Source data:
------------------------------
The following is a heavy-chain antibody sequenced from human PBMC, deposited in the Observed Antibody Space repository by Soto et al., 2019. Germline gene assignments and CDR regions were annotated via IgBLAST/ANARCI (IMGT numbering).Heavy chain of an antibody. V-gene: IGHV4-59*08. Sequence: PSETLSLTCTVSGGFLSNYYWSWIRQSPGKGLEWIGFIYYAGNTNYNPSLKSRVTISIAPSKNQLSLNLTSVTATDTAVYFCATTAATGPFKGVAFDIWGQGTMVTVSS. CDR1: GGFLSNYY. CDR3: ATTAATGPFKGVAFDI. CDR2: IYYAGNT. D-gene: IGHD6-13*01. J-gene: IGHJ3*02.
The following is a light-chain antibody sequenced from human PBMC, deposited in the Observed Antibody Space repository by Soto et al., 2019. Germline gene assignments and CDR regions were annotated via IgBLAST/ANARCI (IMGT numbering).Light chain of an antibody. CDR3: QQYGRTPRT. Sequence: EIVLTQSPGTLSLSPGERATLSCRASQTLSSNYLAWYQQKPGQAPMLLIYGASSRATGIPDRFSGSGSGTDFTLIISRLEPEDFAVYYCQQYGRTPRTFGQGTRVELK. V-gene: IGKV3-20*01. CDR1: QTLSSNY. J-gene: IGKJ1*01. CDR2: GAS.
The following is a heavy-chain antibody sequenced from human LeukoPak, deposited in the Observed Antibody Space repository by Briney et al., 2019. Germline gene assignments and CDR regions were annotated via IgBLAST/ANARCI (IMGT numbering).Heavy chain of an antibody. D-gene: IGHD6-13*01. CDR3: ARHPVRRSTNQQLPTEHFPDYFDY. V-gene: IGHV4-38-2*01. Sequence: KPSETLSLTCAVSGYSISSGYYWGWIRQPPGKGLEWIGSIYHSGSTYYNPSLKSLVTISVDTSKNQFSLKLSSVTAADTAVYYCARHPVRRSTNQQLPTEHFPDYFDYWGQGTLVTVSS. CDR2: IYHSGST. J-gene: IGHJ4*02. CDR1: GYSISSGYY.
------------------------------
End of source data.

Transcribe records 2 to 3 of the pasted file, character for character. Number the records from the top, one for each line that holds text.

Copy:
The following is a light-chain antibody sequenced from human PBMC, deposited in the Observed Antibody Space repository by Soto et al., 2019. Germline gene assignments and CDR regions were annotated via IgBLAST/ANARCI (IMGT numbering).Light chain of an antibody. CDR3: QQYGRTPRT. Sequence: EIVLTQSPGTLSLSPGERATLSCRASQTLSSNYLAWYQQKPGQAPMLLIYGASSRATGIPDRFSGSGSGTDFTLIISRLEPEDFAVYYCQQYGRTPRTFGQGTRVELK. V-gene: IGKV3-20*01. CDR1: QTLSSNY. J-gene: IGKJ1*01. CDR2: GAS.
The following is a heavy-chain antibody sequenced from human LeukoPak, deposited in the Observed Antibody Space repository by Briney et al., 2019. Germline gene assignments and CDR regions were annotated via IgBLAST/ANARCI (IMGT numbering).Heavy chain of an antibody. D-gene: IGHD6-13*01. CDR3: ARHPVRRSTNQQLPTEHFPDYFDY. V-gene: IGHV4-38-2*01. Sequence: KPSETLSLTCAVSGYSISSGYYWGWIRQPPGKGLEWIGSIYHSGSTYYNPSLKSLVTISVDTSKNQFSLKLSSVTAADTAVYYCARHPVRRSTNQQLPTEHFPDYFDYWGQGTLVTVSS. CDR2: IYHSGST. J-gene: IGHJ4*02. CDR1: GYSISSGYY.